Puerto Rico suffers another hurricane 5 years after Maria


Jocelyn Aviles, Staff Writer

On September 22nd Hurricane Fiona hit Puerto Rico. It made landfall in the afternoon on the southwestern shores with winds at an average of 85 miles per hour and reaching up to 113 mph in some locations.

The winds ripped roofs from homes and buildings, and the storm also dumped 31 inches of rain, causing flash flooding that damaged roads, washed away bridges, and destroyed crops. President Biden declared a state of emergency.

According to NPR, the storm left many stranded “without access to utilities, food or medical care.” At least 1.5 million people were left without power, and a third of the region’s population was without water.

At least 31 deaths have been confirmed–some in the Caribbean and some in Canada, where the storm eventually reached. In Puerto Rico, search and rescue teams took about two weeks to finish their search of people that were missing.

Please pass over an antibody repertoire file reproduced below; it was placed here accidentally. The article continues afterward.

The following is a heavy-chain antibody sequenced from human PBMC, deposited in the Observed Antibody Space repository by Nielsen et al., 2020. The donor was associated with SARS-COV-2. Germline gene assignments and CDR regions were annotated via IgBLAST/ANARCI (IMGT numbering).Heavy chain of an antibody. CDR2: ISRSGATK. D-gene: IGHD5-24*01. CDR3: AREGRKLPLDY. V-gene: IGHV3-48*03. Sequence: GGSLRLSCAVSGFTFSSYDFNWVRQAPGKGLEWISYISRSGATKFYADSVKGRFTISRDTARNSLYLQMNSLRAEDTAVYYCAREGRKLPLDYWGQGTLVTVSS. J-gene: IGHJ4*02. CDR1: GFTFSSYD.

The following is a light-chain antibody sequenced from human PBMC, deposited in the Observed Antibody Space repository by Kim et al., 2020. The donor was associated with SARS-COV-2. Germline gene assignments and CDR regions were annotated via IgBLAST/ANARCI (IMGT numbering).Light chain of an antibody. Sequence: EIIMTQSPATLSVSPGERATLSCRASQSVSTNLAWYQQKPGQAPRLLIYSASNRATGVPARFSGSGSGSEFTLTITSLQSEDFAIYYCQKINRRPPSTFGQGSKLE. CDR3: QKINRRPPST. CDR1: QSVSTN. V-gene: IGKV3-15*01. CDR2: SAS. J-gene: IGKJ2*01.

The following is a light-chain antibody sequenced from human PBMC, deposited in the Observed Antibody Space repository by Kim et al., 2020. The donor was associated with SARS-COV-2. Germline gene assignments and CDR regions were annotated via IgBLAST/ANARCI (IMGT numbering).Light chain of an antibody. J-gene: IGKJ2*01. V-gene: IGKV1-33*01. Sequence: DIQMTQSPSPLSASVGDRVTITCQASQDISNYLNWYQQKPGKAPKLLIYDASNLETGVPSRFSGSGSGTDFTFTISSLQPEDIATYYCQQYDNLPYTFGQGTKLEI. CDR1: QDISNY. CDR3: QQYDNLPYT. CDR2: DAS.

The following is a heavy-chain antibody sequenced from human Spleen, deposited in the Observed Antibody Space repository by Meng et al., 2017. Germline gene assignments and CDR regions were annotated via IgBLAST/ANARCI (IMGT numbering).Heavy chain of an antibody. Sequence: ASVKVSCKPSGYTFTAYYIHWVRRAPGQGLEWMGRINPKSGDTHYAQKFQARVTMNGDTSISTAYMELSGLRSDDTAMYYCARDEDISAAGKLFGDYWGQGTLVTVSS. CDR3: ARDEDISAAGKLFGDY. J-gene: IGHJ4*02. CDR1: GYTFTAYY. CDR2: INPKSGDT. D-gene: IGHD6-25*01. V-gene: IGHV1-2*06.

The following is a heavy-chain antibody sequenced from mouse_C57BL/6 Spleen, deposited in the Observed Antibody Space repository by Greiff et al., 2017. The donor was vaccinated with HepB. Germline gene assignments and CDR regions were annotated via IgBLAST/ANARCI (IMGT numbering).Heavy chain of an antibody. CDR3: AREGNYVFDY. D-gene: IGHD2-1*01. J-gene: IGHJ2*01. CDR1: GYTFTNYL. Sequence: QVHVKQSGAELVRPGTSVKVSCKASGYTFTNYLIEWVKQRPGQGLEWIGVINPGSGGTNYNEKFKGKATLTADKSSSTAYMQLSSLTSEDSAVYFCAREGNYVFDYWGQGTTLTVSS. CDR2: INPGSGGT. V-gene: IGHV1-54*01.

Through FEMA, 1.1 million have applied for aid–the same amount as with Hurricane Maria, which caused a great deal of destruction in 2017.

According to VOCM the cost to fix the damage to resident properties is between 300-700 million, but the damage to the electricity grid is over 2 billion.

According to Felita Perez, a resident of Puerto Rico, while Fiona caused damage, Maria remains the worst hurricane in her memory. “It was not even close to Maria. The wind and rain was the worst.: She explained that following Maria, she was without electricity or running water for five months.  With Fiona, she lost electricity for six days but did not lose plumbing. But she noted that those living south of her got hit worse. 


She had also said, “[locally] as far as I know, three people have died. Two of them were a mother and a son who had candles because there was no light and then the wind must have pushed the candle over and everything went up in flames.”

She attributes the relatively small death toll to the people of Puerto Rico being used to how to react to hurricane warnings. “When people find out there is a hurricane coming they open up the schools, shelters, community centers, and churches.”

Felita noted that the rain with Fiona was excessive. “There were about 25-30 inches of rain. It did a lot of damage with mudslides and heavy winds. I was sitting on the couch listening to the radio and water started coming into my window.”

Felita Perez also informed us that the people of Puerto Rico weren’t even done rebuilding everything from Hurricane Maria.